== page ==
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Article: Guide to Self Abhyanga Massage

Guia Automassagem Abhyanga

Guide to Self Abhyanga Massage

Abhyanga ("oil massage") is a form of Ayurvedic therapy that involves massaging the entire body from head to toe with warm oil and an infusion of plants specific to each dosha. The oil is usually pre-mixed with plants for specific conditions.

In Sanskrit, abhyanga means "massaging the limbs of the body" or "glowing body." It is derived from abhi, meaning " within" or "glowing", and anga, meaning "limb".

Abhyanga can be done as part of the Panchakarma therapy stages, especially the first stage, Purva Karma (pre-treatment), or as its own therapy.

Abhyanga as prescribed in the Brhat Trayi and Laghutrayee texts is vigorous and is intended to open the minor srotas, remove ama (toxins) through the skin, melt kleshma (fat secretions that block the srotas), and cleanse and moisturise the skin.

Abhyanga can also be used to relieve Vata, Pitta, and Kapha Dosha imbalances, which will bring deep relaxation to the body and a peaceful mind. In order to correct a specific Dosha imbalance, a specific Dosha base and herbal oil blend can be used.

It is often followed by Svedana therapy or a hot bath. Abhyanga can be performed by one or more therapists working in sync, but can also be done by oneself. The oils used can change based on the time of year and how out of balance a person's body is (Vkrtti). 

The benefits of Abhyanga include:
  • Helps reduce stress.
  • It helps lower blood pressure.
  • Increases blood flow to the skin.
  • Wrinkles, cellulite, and scars are reduced in appearance.
  • It increases the smoothness and elasticity of the skin.
  • Helps in reducing hyperpigmentation.
  • It helps in reducing muscle stiffness.
  • Encourages lymphatic drainage.
  • It has the potential to increase your energy and alertness.
  • It has the potential to improve your physical strength.
  • May help delay the onset of age-related changes.

Although little research has been done on abhyanga, it has been practised for thousands of years. Many people have claimed positive results from this treatment and continue to use it.

The benefits of massage in general have been proven in studies. The benefits of abhyanga are most likely due to this fact.

It can be very relaxing to receive abhyanga from a massage professional. Abhyanga, on the other hand, can be used as a kind of self-massage. This means that you can enjoy a massage whenever it is most convenient for you.

For strong vata aggravation

The right time for abhyanga is 30 minutes before sunrise or just close to sunrise.

For strong Kapha aggravation

The right abhyanga time is around sunrise or within 30 minutes after sunrise.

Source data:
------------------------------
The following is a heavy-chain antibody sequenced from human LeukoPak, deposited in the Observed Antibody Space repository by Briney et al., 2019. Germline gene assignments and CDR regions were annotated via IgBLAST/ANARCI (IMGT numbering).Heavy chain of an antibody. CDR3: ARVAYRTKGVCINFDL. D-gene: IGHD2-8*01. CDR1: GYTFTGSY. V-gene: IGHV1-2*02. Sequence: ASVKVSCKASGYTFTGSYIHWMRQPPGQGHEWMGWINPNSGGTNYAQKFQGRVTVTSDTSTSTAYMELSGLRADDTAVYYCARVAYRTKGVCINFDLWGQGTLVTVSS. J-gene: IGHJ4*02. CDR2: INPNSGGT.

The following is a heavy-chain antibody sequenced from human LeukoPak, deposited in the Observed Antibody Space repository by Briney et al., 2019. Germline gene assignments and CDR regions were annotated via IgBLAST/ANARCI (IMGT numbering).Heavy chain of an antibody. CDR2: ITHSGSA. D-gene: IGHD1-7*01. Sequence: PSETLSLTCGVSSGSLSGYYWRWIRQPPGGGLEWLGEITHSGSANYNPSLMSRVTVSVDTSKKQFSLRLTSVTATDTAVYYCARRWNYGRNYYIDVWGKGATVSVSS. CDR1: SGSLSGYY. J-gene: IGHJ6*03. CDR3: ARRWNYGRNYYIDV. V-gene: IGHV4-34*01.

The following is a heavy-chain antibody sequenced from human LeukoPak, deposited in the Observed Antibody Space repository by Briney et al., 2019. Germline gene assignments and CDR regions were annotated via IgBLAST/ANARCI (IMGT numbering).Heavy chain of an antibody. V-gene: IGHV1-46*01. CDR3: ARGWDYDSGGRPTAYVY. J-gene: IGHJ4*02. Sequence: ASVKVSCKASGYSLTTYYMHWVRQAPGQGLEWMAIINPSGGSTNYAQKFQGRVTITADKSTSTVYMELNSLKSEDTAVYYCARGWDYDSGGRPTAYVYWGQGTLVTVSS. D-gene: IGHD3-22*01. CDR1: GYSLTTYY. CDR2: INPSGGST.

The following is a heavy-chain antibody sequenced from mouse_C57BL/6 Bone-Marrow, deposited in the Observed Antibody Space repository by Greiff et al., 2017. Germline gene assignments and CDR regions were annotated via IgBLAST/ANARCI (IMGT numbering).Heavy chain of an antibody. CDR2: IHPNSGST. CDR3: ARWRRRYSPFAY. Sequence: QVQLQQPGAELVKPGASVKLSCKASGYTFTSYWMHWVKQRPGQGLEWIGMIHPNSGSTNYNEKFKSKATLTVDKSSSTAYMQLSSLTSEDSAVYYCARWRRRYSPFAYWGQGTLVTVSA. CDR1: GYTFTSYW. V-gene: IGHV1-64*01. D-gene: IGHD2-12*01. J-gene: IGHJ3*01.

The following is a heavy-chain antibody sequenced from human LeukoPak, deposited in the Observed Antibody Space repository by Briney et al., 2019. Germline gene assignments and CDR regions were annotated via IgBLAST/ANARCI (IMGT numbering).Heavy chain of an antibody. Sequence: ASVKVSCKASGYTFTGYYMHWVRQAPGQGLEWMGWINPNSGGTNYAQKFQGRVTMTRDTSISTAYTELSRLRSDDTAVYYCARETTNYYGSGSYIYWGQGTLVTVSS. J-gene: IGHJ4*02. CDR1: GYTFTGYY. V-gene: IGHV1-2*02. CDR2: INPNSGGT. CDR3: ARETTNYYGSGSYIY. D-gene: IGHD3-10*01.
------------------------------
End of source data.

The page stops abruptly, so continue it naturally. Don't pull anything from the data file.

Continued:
How to do the Abhyanga massage:

  • Choose the right oil based on your dosha type and pour it into a jar.
  • Heat the oil by placing the bowl in a container of hot water.
  • Once the oil is heated, remove the jar from the bowl with hot water.
  • Remove your clothes and sit on a towel. Warm the room first if necessary.
  • Start by applying it to the scalp. Circular motions should be used to massage the oil into your scalp.
  • Then apply the oil to your face. Massage the entire face, including the ears.
  • Next, massage your neck, shoulders, and chest. Massage your chest and abdomen with circular and clockwise motions.
  • Massage inward along the ribs of your torso.
  • Proceed to your back and buttocks.
  • Massage your arms and legs in long, straight movements. At your joints, move in circular motions.
  • To finish, massage your toes and soles, as well as your feet.
  • Massage for about 15 minutes and let the oil permeate the skin for another 15 minutes while you relax.
  • Use the towel to remove the excess and take a bath or shower in warm water. To remove the oil, use a mild cleanser.

    • Make sure the oil is heated but not too hot before using it.
    • Use an old towel to wipe off the oil stains.
    • Take your time on each part of your body.
    • When walking after massaging your feet with oil, be cautious. It is possible that the oil will make you slip.
    • When you get out of the shower, use a clean towel.
    • Abhyanga is recommended once a day for the best benefits.
    Oils to apply according to your Dosha:

    Your "dosha," or body type, determines the best oil for abhyanga. There are three doshas in Ayurveda that determine which oils you need to promote balance and health.

    Each base (vegetable) oil can be used alone or in combination with other vegetable oils and essential oils; however, when mixing with essential oils, keep in mind that you should not exceed 1% of the total content; for example, if you are using 10 ml of massage oil, do not add more than 0.1 ml of essential oil. One drop of essential oil equals 0.05 ml, while two drops equals 0.1 ml (approximate).

    Final Thoughts

    Although little research has been done on abhyanga, the massage is an ancient practice. It is thought to promote well-being and balance, as well as stress relief and healthy skin.

    The technique involves massaging each part of the body with warm oil. Massage has been shown to improve relaxation, blood flow, and overall health.

    If you are pregnant, have a skin infection, a broken bone, or a long-term illness, it may not be safe for you to massage yourself.

    If you want to try abhyanga self-massage, consult a doctor first. Massage is not appropriate for all conditions.

    Keep in mind that the information in www.arogya.earth/en is not intended to cure or prevent any disease or medical condition, and is not intended to replace other therapies or medical advice.

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